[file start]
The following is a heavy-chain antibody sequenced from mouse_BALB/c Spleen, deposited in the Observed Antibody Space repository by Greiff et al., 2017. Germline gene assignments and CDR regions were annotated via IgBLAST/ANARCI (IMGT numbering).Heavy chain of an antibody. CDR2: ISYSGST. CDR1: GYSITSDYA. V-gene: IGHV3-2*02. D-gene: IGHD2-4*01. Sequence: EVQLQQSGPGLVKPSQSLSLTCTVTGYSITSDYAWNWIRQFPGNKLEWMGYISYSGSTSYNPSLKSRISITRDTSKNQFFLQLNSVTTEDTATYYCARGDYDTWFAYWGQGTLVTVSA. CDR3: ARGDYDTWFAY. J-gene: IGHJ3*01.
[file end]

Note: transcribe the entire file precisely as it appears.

The following is a heavy-chain antibody sequenced from mouse_BALB/c Spleen, deposited in the Observed Antibody Space repository by Greiff et al., 2017. Germline gene assignments and CDR regions were annotated via IgBLAST/ANARCI (IMGT numbering).Heavy chain of an antibody. CDR2: ISYSGST. CDR1: GYSITSDYA. V-gene: IGHV3-2*02. D-gene: IGHD2-4*01. Sequence: EVQLQQSGPGLVKPSQSLSLTCTVTGYSITSDYAWNWIRQFPGNKLEWMGYISYSGSTSYNPSLKSRISITRDTSKNQFFLQLNSVTTEDTATYYCARGDYDTWFAYWGQGTLVTVSA. CDR3: ARGDYDTWFAY. J-gene: IGHJ3*01.